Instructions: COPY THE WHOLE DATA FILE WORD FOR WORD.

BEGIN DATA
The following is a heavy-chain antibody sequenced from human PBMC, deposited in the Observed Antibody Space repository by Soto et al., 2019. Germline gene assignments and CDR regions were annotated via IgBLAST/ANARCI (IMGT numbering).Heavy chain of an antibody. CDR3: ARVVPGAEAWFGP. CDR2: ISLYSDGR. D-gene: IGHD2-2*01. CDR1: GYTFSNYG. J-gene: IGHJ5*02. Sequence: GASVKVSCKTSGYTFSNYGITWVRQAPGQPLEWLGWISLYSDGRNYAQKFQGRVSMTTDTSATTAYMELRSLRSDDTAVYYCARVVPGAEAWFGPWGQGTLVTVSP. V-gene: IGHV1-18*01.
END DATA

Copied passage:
The following is a heavy-chain antibody sequenced from human PBMC, deposited in the Observed Antibody Space repository by Soto et al., 2019. Germline gene assignments and CDR regions were annotated via IgBLAST/ANARCI (IMGT numbering).Heavy chain of an antibody. CDR3: ARVVPGAEAWFGP. CDR2: ISLYSDGR. D-gene: IGHD2-2*01. CDR1: GYTFSNYG. J-gene: IGHJ5*02. Sequence: GASVKVSCKTSGYTFSNYGITWVRQAPGQPLEWLGWISLYSDGRNYAQKFQGRVSMTTDTSATTAYMELRSLRSDDTAVYYCARVVPGAEAWFGPWGQGTLVTVSP. V-gene: IGHV1-18*01.